It is easier to purchase a gun at a gun show than it is to purchase pseudophedrine at a drug store.  Certainly it's easier than getting a driver's license.

    I don't give a shit about the specific tiny differences between different makes and models of guns.  I care that there are too many guns, and they kill too many people.  And, if you use semantics and technicalities to get away from that, you are in effect condoning more gun deaths.

    < / admitted broad brush >

    Tom Smith Online
    I want a leader who shoots for the moon. The last time we had one, we got to the moon.

    by filkertom on Tue Mar 19, 2013 at 08:48:50 AM PDT

  •  The logic fail is stunning (8+ / 0-)

    The vehicle equivalent would be that the only elected representatives qualified to pass laws re driving, vehicle inspections, speed limits, etc. must also know the minutia of automatic transmissions.

    Or that to be qualified to pass laws restricting pornography elected representatives must know the minutia of how actors in pornographic films are paid.

    Or that to be qualified to pass laws re food safety elected representatives must know to butcher a cow.

    Good grief.

    "They did not succeed in taking away our voice" - Angelique Kidjo - Opening the Lightning In a Bottle concert at Radio City Music Hall in New York City - 2003

    by LilithGardener on Tue Mar 19, 2013 at 08:54:40 AM PDT

  •  So that troll behavior is actually being taught (5+ / 0-)

    by the NRA and some of our fellow Kossacks repeat it?
    Are these the same Kossacks that get all bent outta shape when it's pointed out to them that they are actively trolling? Their feefees get all hurt when they are called on their bullsh!t?
    Luckily they represent a tiny fraction of dKos's membership and if they all GBCW'd they would not be missed.
    What? Too far?
    Fu(k 'em.
    They figure if you aren't a gun nut then you have no right to comment on guns. They don't take into account that some of us have been on the ugly end of guns and that qualifies us to comment and to ACT to control the proliferation of guns.
    There may be responsible gun owners in the world, but these outspoken trolls are not them. They are enablers of the worst of the worst, criminals, thugs and bullies, as well as being unwitting pawns of the Gun Manufacturers.

    If I ran this circus, things would be DIFFERENT!

    by CwV on Tue Mar 19, 2013 at 09:00:48 AM PDT

  •  All you really need to know is that when you (6+ / 0-)

    pull the trigger of a loaded gun, bullets come out. It's more important to understand that risks guns pose to the owner, his/her family, friends and neighbors outweigh any belief that they will actually perform as advertised by the NRA:

    Pregnant woman shot by husband last week dies

    Link courtesy of:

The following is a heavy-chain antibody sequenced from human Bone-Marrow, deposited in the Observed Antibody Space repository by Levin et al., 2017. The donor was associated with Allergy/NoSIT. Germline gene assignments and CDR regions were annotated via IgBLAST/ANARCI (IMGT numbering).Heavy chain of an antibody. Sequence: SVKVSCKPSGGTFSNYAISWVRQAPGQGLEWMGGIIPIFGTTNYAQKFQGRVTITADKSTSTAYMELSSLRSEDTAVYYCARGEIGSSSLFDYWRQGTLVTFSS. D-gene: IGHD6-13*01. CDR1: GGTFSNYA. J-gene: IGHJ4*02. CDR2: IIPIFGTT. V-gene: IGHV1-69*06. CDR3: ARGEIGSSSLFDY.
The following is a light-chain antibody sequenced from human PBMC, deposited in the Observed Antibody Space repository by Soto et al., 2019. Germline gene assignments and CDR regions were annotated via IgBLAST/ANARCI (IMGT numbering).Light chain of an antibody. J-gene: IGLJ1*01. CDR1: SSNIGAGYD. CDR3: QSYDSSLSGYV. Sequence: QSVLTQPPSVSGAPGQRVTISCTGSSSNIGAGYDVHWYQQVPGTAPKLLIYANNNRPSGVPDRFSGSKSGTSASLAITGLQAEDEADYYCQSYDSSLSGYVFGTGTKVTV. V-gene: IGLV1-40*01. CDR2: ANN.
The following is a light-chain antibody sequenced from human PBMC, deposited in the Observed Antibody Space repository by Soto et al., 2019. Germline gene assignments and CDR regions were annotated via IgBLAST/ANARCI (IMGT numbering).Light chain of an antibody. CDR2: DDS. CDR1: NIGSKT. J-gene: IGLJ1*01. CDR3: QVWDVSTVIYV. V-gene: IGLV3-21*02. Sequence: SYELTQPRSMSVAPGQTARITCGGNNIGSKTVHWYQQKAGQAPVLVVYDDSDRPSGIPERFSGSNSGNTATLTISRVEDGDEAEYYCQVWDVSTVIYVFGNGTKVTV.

Parents Against Gun Violence

    Many gun owners buy a weapon to protect their home. They envision a scenario in which they might use it--a sound in the middle of the night, a stranger in the house. But that "intruder" isn't necessarily a burglar. Sometimes it's a neighbor's kid, drunk and confused, sneaking into your house instead of his own house, which looks nearly identical, on the same cul-de-sac. That's how 16-year-old Caleb Gordley died this weekend. A few days earlier, 27-year old McKaylee Higgs died from a gunshot wound she received when her husband mistook her for an intruder. She was ten weeks pregnant. Last month, an Autistic man in New Jersey got off the bus from his special needs school and walked up to the wrong house. When he pounded on the door, the homeowner shot him, assuming he was a burglar. In the United States, armed home invasions are rare, and accidental shootings are common. A study of 99,000 gunshot patients in emergency rooms in the Washington D.C. area found that only 1% of the injuries were the result of legal interventions. If you heard a noise in your house, what would you do?
  •  Just slightly O.T. (5+ / 0-)

    NPR's All Things Considered is doing a week long focus on gun violence.  Yesterday they did an in-depth piece on one individual shooting death.

    Each year, thousands of gun homicides in the U.S. — 11,000 in 2010 alone — attract little or no media attention.

    In those killings, the victim is most often a minority male between 15 and 25 years old and shot in an urban area. The sheer number of such deaths can be overwhelming, but focus on just one young life cut short and one remembers that statistics represent individuals, each with their own story.

    Charles Foster Jr., 24, was one such young man. He was shot and killed in the early hours of New Year's Day — one of the first gun deaths of 2013.

    There was also a piece on "smart guns"

    For years, many have dreamed of so-called smart guns, weapons that know their rightful owner and won't fire in the wrong hands. Think James Bond's gun in Skyfall.

    They will be doing different aspects of the topic throughout the week.

    "No one life is more important than another. No one voice is more valid than another. Each life is a treasure. Each voice deserves to be heard." Patriot Daily News Clearinghouse & Onomastic

    by Catte Nappe on Tue Mar 19, 2013 at 09:55:51 AM PDT

  •  "So, how important is it to know..." (0+ / 0-)

    "...what a barrel shroud is, and what it's for?"

    Well, if you are trying to pass laws affecting them....

    It's Pretty Fucking Important(tm).

    Your hate-mail will be graded.

    by PavePusher on Tue Mar 19, 2013 at 11:31:09 AM PDT